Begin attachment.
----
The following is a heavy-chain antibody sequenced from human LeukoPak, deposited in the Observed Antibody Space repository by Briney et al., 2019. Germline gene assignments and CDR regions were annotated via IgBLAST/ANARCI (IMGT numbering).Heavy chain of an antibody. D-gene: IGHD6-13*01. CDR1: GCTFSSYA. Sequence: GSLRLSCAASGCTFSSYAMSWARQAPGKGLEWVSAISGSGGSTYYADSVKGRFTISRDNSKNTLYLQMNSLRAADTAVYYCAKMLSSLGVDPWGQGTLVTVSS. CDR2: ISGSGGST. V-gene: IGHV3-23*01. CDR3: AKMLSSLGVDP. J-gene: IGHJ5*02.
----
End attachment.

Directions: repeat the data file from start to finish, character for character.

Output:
The following is a heavy-chain antibody sequenced from human LeukoPak, deposited in the Observed Antibody Space repository by Briney et al., 2019. Germline gene assignments and CDR regions were annotated via IgBLAST/ANARCI (IMGT numbering).Heavy chain of an antibody. D-gene: IGHD6-13*01. CDR1: GCTFSSYA. Sequence: GSLRLSCAASGCTFSSYAMSWARQAPGKGLEWVSAISGSGGSTYYADSVKGRFTISRDNSKNTLYLQMNSLRAADTAVYYCAKMLSSLGVDPWGQGTLVTVSS. CDR2: ISGSGGST. V-gene: IGHV3-23*01. CDR3: AKMLSSLGVDP. J-gene: IGHJ5*02.